Marvellous Mallacoota

As part of my Compass Tour of Victoria over the summer break, I spent 8 days exploring the areas around Mallacoota. It has become one of my favourite places to visit each summer. Mallacoota is a 6 hour drive East of Melbourne. I usually stop along the way to visit various locations good for birds and wildlife. One of the sites is Double Creek Nature Reserve just outside of Mallacoota. The first part of the walk is through a rain forest with a number of resident Lyrebirds. A few were scratching around in the undergrowth when I arrived.

Double Creek Nature Reserve, Mallacoota

Double Creek Nature Reserve, Mallacoota

Double Creek Nature Reserve, Mallacoota

Double Creek Nature Reserve, Mallacoota

Superb Lyrebird, Double Creek Nature Reserve

Superb Lyrebird, Double Creek Nature Reserve

Superb Lyrebird, Double Creek Nature Reserve

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On arriving at Mallacoota Shady Gully camping ground where I stayed I was talking to one of the managers and heard what I thought was a raptor in the trees bordering the camp ground and the Shady Gully Reserve. The mgr showed me to a small Casaurina tree where a family of rare Glossy Black Cockatoos where feeding. The sound I had heard was the juvenile begging for food. The Cockatoo only eats the seeds of the Casaurina tree.

Juvenile Glossy Black Cockatoo, Shady Gully Reserve, Mallacoota

Juvenile Glossy Black Cockatoo, Shady Gully Reserve, Mallacoota

Juvenile Glossy Black Cockatoo, Shady Gully Reserve, Mallacoota

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Juvenile Glossy Black Cockatoo, Shady Gully Reserve, Mallacoota

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Glossy Black Cockatoo, Shady Gully Reserve, Mallacoota

Adult Male Glossy Black Cockatoo, Shady Gully Reserve, Mallacoota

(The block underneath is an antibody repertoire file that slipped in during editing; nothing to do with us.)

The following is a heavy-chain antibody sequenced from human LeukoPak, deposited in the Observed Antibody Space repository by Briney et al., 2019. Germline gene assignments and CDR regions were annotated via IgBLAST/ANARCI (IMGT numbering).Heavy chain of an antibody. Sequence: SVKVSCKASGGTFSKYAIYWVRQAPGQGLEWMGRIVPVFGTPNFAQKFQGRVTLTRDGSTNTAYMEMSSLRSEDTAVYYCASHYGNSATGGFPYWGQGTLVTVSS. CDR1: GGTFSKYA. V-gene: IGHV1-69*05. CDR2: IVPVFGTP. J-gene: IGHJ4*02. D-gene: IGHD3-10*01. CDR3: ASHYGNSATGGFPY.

12 responses to “Marvellous Mallacoota

  1. Wow, never seen a black cocky before. Are they restricted to SE Victoria or the ranges? Lovely photographs, incredible tail feather colours.
    Juveniles demanding food are very amusing. Where we used to live there was a family of magpies, and every summer we would hear the pathetic sound of the babies (usually almost as large as their parents) wanting to be fed. I sympathised with those parents. Probably anthropomorphism, but I could almost sense the frustration of the parent as they stuffed some giant bug into that demanding beak to shut it up. Have done the same with children 🙂
    Even more amusing is the babies learning to forage for themselves, sneaking up and pouncing on rocks and bits of plant that might, just might, be edible, while completely ignoring actual worms, beetles and grasshoppers.

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    • Thanks for the comments Sue, the colours of the adult Glossy’s are amazing, the juvenile pictured is still yet to come into its full colouring. The Glossy’s are found along the East Coast and just dip into Victoria in the Mallacoota region – they have to follow the available food in the Casuarina trees – so they are very restricted and becoming vulnerable to land clearing. There are other black Cockatoos in Victoria – Red Tailed: over in the far west of the state and Yellow Tailed: found in most areas of the state. I don’t know whether Gang Gang Cockatoos are counted as part of the Black Cockatoo family but they are found in most cooler, higher woodlands country.
      We also have a family of Magpies that live in the creek area behind our house – they are fun to watch as they grow. The parents often leave their young in the large flame tree in my backyard – it has become a nursery tree – see one of my original posts for pictures…

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      • I’ve heard Gang Gangs, when we used to live in Canberra, but they’re very hard to see. We should grow more Casuarinas, they’re easy to grow and love swampy land. Perhaps I should try some here? Cootamundra is built on top of a bowl of clay, lots and lots of water underneath, might work. I haven’t seen any around though, they might not like the forty plus days much.
        I can imagine a flame tree full of screeching baby magpies, very funny! Will check out older posts.

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  2. Haven’t found flame trees with magpies yet, but I am very impressed with what I have found. How have you learned so much about birds? It looks like a lifelong passion.

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  3. Only been birding the last few years , just started with trying to learn the local birds and then slowly started working my way around the area and on into wider Victoria and the national parks….I started taking photos to help ID the birds at home where I had more access to the Internet to study the birds. You just learn them one at a time…spend time outside, start listening and watching. As I write this I am standing beside Elster Creek listening to Little and Musk Lorikeets fly by…in the background I can hear wattlebirds, a butcherbird and currawongs…

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